How to Add Valid Elements (like iframes) to TinyMCE in EPiServer 7

on April 15, 2013 in Episerver, Episerver CMS, Optimizely, TinyMCE, Development
March 2022 Update: This post was originally written for EPiServer version 7. In 2021, Episerver (now known as Optimizely) released version 12. While some parts of this post are outdated, other parts are still relevant and may be helpful. If you run into any issues when configuring TinyMCE, you should refer to Optimizely's official documentation. No content in this post has been changed for the current version.

In a recent EPiServer 7 project, our client needed support for iframes and some other HTML tags in the TinyMCE WYSIWYG editor. Luckily, the way you add valid elements to TinyMCE hasn't changed much between EPiServer 6 and EPiServer 7, though some small issues have made the update a little more involved. In this post, I'll show you how to add valid elements to TinyMCE and how to fix the issues you'll potentially encounter along the way.

What Hasn't Changed

Like EPiServer 6, you need to add a simple class to your project to register the extended valid elements. The name and location of the class does not matter, as long as it is compiled into your project. The most important part of this that we are focusing on is the TinyMCEPluginNonVisual attribute

[TinyMCEPluginNonVisual(AlwaysEnabled = true, EditorInitConfigurationOptions = "{ extended_valid_elements: 'iframe[src|frameborder=0|alt|title|width|height|align|name]' }")]
public class TinyMceExtendedValidElements

As you can see in above code, our example is pretty simple. We are just telling TinyMCE to allow the iframe tag and some attributes.

Next, you need to update episerver.config...

    ... some configuration ...
    <tinyMCE mergedConfigurationProperties="valid_elements, extended_valid_elements, invalid_elements, valid_child_elements" />

Where Issues Arise

After you add the class to your project and update the configuration file, you may notice that the TinyMCE editor doesn't load. If you open up Fiddler or your browser's developer tool utility, you can see a 404 error is thrown for a particular JavaScript file.

episervertinymce error1a episervertinymce error1b

The browser is looking for a file in the path /util/Editor/tinymce/plugins//editor_plugin.js. The // hints that something is missing, and that something is the plug-in name. So from here, we can update our class to include the PlugInName...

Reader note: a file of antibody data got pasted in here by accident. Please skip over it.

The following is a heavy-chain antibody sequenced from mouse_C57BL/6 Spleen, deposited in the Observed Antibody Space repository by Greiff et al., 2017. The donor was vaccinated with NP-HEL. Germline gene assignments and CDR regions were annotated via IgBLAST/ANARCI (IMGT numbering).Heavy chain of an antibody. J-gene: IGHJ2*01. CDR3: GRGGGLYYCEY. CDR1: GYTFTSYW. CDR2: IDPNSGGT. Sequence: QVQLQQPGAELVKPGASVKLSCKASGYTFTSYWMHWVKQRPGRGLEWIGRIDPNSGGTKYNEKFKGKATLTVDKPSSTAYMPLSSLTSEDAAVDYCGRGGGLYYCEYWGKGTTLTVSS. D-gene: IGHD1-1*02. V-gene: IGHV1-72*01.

[TinyMCEPluginNonVisual(PlugInName = "TinyMceExtendedValidElements", AlwaysEnabled = true, EditorInitConfigurationOptions = "{ extended_valid_elements: 'iframe[src|frameborder=0|alt|title|width|height|align|name]' }")]
public class TinyMceExtendedValidElements

And when we build the project and refresh the browser, we can see the exact path that TinyMCE needs:

episervertinymce error2

But now the issue is that we don't have a file at that location, and in fact, we don't need one. Ted Nyberg used to a good workaround to solve this... Simply use an empty file handler to serve up a blank file. Here is the code for our empty file handler:

public class EmptyFileHandler : IHttpHandler
    public bool IsReusable
        get { return true; }

    public void ProcessRequest(HttpContext context)

Then to hook this up, just add this configuration to web.config that only targets the path that TinyMCE is looking for:

    ... some configuration ...
    <location path="util/editor/tinymce/plugins">
                <add name="TinyMceExtendedValidElements" path="/util/editor/tinymce/plugins/TinyMceExtendedValidElements/editor_plugin.js" verb="GET" type="MyEPiServerProject.Business.Handlers.EmptyFileHandler, MyEPiServerProject" />

And there we have it! Now TinyMCE will stop removing iframe tags from the saved content.

From here, you can simply update the parameter in the TinyMCEPluginNonVisual attribute on the class to allow any other tags and attributes that you need to support in your content.